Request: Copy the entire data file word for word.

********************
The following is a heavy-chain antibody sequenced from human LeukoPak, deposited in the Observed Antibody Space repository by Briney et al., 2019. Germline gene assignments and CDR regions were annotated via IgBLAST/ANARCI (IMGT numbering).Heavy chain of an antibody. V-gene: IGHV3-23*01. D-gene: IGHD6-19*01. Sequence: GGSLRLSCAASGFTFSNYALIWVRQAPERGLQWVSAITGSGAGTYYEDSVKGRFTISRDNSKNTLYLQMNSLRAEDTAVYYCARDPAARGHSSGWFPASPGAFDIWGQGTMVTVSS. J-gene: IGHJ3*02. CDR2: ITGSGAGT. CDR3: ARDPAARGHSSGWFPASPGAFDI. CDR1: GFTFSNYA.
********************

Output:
The following is a heavy-chain antibody sequenced from human LeukoPak, deposited in the Observed Antibody Space repository by Briney et al., 2019. Germline gene assignments and CDR regions were annotated via IgBLAST/ANARCI (IMGT numbering).Heavy chain of an antibody. V-gene: IGHV3-23*01. D-gene: IGHD6-19*01. Sequence: GGSLRLSCAASGFTFSNYALIWVRQAPERGLQWVSAITGSGAGTYYEDSVKGRFTISRDNSKNTLYLQMNSLRAEDTAVYYCARDPAARGHSSGWFPASPGAFDIWGQGTMVTVSS. J-gene: IGHJ3*02. CDR2: ITGSGAGT. CDR3: ARDPAARGHSSGWFPASPGAFDI. CDR1: GFTFSNYA.